Article Date: 6/1/2013

Coding Strategies
Coding Strategies

“Ch-Ch-Changes”

Effects of the sequestration and big brother’s magnifying glass

JOHN A. McGREAL, JR., O.D., AND JON WEEDING

In addition to the changes we can expect from healthcare reform, the federal government has recently made two decisions, which affect us now.

1. The sequestration

As of April 1, Medicare reimbursement (including ambulatory surgery reimbursement) has been reduced by 2% due to the federal budget sequestration.

Further, costs for drugs administered by physicians included in those claims have been reduced by 2%. This cut is imposed on the 80% portion of the allowed reimbursement a physician receives directly from Medicare. Further, this sequestration reduction applies to EHR incentive bonus payments.

The bottom line: That check from Medicare is likely not a mistake.

2. OIG’s focus on eye care

This year, the Office of the Inspector General (OIG) is focusing on questionable billing in eye care, as 8.65% of Medicare’s total expenditures in 2011 were codes for ophthalmology and optometry. In 2011, Medicare reimbursed more than $8.2 billion for services provided by eye specialists. The 92014 code was the 11th highest paid code of all codes in all specialties. Code 66984 was the fifth highest paid code.

Questionable Codes
Rank CPT code Service
5 66984 Cataract IOL
11 92014 Comp. Eye Exam, established patient
25 92012 Intermediate Eye Exam, established patient
47 92004 Comp. Eye Exam, new patient
63 92083 Visual Field, Full Threshold
67 66821 YAG Capsulotomy
72 00142 Anesthesia For Proc on Eye; Lens Surgery
78 92250 Fundus Photography
87 92235 Fluoroscein Angiography
93 92134 Scanning Laser (SCO DI): Retina
135 67228 Retinal Surgery
141 92134 Scanning Laser (SCO DI): Optic Nerve
161 92136 Ophthalmic Biometry with IO L Power Calc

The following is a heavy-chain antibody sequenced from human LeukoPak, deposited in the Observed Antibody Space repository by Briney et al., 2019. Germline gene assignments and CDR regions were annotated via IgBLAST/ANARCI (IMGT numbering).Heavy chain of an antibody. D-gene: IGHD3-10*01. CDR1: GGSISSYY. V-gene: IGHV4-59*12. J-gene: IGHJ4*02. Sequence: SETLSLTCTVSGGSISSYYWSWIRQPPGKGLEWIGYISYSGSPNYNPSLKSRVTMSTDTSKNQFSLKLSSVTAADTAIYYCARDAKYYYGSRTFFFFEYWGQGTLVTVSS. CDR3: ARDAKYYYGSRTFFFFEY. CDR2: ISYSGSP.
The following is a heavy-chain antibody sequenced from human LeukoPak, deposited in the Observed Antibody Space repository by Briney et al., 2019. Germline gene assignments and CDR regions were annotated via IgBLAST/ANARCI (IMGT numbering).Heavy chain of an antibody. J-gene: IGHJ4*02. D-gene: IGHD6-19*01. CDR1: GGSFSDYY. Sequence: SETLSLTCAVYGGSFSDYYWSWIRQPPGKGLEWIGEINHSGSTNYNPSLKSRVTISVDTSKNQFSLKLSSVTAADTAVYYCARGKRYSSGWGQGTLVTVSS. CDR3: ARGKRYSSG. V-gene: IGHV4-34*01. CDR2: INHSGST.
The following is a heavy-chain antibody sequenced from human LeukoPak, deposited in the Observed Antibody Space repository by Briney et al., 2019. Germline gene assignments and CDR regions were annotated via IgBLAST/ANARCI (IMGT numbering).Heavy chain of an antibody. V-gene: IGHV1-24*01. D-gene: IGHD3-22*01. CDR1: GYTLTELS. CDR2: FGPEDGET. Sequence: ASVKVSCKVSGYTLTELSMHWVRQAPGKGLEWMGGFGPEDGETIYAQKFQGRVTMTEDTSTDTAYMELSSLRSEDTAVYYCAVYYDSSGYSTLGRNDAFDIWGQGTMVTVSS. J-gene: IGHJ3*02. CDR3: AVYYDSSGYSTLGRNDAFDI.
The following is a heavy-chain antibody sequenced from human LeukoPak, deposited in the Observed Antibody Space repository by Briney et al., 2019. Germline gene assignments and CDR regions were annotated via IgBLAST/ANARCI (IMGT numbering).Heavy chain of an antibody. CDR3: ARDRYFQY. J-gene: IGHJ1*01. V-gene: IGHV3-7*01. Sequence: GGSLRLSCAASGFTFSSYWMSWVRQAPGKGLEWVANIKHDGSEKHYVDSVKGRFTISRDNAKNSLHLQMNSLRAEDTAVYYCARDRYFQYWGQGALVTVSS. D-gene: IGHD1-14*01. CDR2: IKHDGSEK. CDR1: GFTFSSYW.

164 15823 Blepharoplasty, Upper Eyelid
190 92226 Subsequent Extended Ophthalmoscopy
* Evaluation & Management codes (99XXX) were not included because they are not specific to a specialty.

The OIG says it will begin reviewing Medicare claims data from 2011 to identify questionable billing for ophthalmological service (92XXX) codes. Also, it says it will review the geographic locations of providers exhibiting questionable billing practices. (See “Questionable Codes,” left.)

The bottom line: Big brother’s magnifying glass should not concern you if you meet the documentation requirements set forth in the CPT 2013 Standard Edition (American Medical Association; 1 edition, 2012) and the ICD-9- CM 2013 for Physicians, Volumes 1 and 2 (Saunders, 2012). That said, remain current on Medicare guidelines. CE programs, journals and provider websites offer many opportunities for you to sharpen your coding skills. Further, we recommend you implement a practice compliance plan comprised of staff training and doctor coaching, fraud and abuse training, monthly internal chart reviews and periodic outside third party reviews. Profiling and comparative billing analysis should be mandatory. Attention to compliance lowers audit risks, builds a robust practice and helps everyone sleep better at night. Always remember … “forewarned is forearmed.” OM

DR. MCGREAL PRACTICES AT MISSOURI EYE ASSOCIATES IN ST. LOUIS, MO. E-MAIL HIM AT MCGREALJOHN@GMAIL.COM. MR. WEEDING IS PRESIDENT OF COMPLIANCE SPECIALISTS, INC., A BILLING AND CODING COACHING FIRM. E-MAIL HIM AT JON@CSEYE.BIZ. OR, SEND COMMENTS TO OPTOMETRIC MANAGEMENT@GMAIL.COM.



Optometric Management, Volume: 48 , Issue: June 2013, page(s): 78